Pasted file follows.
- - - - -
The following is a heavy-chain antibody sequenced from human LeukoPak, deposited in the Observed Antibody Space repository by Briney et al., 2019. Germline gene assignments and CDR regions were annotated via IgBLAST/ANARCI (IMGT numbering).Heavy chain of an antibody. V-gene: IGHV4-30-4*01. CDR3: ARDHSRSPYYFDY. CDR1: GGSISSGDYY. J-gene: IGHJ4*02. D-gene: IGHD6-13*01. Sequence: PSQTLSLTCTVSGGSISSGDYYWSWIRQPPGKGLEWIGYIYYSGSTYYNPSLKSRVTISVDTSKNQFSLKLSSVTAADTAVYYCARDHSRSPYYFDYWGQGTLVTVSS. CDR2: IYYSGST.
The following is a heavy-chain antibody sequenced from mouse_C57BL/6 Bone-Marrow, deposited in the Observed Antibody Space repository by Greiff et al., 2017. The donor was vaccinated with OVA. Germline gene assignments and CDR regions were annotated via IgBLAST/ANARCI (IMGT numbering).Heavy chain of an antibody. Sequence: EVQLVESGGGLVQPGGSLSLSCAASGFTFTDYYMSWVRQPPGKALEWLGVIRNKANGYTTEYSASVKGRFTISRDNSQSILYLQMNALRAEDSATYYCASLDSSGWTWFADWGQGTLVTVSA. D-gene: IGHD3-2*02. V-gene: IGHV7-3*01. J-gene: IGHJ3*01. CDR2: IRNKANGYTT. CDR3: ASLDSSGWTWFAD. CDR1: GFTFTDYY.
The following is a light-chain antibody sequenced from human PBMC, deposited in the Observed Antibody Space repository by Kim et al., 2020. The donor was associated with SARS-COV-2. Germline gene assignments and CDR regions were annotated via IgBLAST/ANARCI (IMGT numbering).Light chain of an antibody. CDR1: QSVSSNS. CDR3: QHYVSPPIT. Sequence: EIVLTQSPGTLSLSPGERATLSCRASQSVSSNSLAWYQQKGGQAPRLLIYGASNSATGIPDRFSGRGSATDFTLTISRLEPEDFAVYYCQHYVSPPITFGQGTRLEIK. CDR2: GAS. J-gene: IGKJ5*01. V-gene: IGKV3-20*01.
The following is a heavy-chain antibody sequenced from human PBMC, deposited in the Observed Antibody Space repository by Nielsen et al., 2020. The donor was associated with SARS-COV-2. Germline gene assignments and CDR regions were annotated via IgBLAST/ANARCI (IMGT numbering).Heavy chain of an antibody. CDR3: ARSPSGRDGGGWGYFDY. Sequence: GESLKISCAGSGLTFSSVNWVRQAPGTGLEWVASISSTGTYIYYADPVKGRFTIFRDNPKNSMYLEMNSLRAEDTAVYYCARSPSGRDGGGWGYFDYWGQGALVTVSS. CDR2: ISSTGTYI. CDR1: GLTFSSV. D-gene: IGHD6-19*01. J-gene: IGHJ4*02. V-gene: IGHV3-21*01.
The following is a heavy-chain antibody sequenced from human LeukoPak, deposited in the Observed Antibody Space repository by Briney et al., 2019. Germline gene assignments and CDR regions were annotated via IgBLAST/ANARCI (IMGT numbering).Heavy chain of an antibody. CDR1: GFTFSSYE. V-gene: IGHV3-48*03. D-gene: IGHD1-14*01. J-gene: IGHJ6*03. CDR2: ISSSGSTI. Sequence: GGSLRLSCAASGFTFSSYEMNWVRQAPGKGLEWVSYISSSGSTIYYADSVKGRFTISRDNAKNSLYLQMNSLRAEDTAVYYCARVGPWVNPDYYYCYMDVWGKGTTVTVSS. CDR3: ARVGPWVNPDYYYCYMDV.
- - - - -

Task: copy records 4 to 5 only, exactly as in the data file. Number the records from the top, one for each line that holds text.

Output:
The following is a heavy-chain antibody sequenced from human PBMC, deposited in the Observed Antibody Space repository by Nielsen et al., 2020. The donor was associated with SARS-COV-2. Germline gene assignments and CDR regions were annotated via IgBLAST/ANARCI (IMGT numbering).Heavy chain of an antibody. CDR3: ARSPSGRDGGGWGYFDY. Sequence: GESLKISCAGSGLTFSSVNWVRQAPGTGLEWVASISSTGTYIYYADPVKGRFTIFRDNPKNSMYLEMNSLRAEDTAVYYCARSPSGRDGGGWGYFDYWGQGALVTVSS. CDR2: ISSTGTYI. CDR1: GLTFSSV. D-gene: IGHD6-19*01. J-gene: IGHJ4*02. V-gene: IGHV3-21*01.
The following is a heavy-chain antibody sequenced from human LeukoPak, deposited in the Observed Antibody Space repository by Briney et al., 2019. Germline gene assignments and CDR regions were annotated via IgBLAST/ANARCI (IMGT numbering).Heavy chain of an antibody. CDR1: GFTFSSYE. V-gene: IGHV3-48*03. D-gene: IGHD1-14*01. J-gene: IGHJ6*03. CDR2: ISSSGSTI. Sequence: GGSLRLSCAASGFTFSSYEMNWVRQAPGKGLEWVSYISSSGSTIYYADSVKGRFTISRDNAKNSLYLQMNSLRAEDTAVYYCARVGPWVNPDYYYCYMDVWGKGTTVTVSS. CDR3: ARVGPWVNPDYYYCYMDV.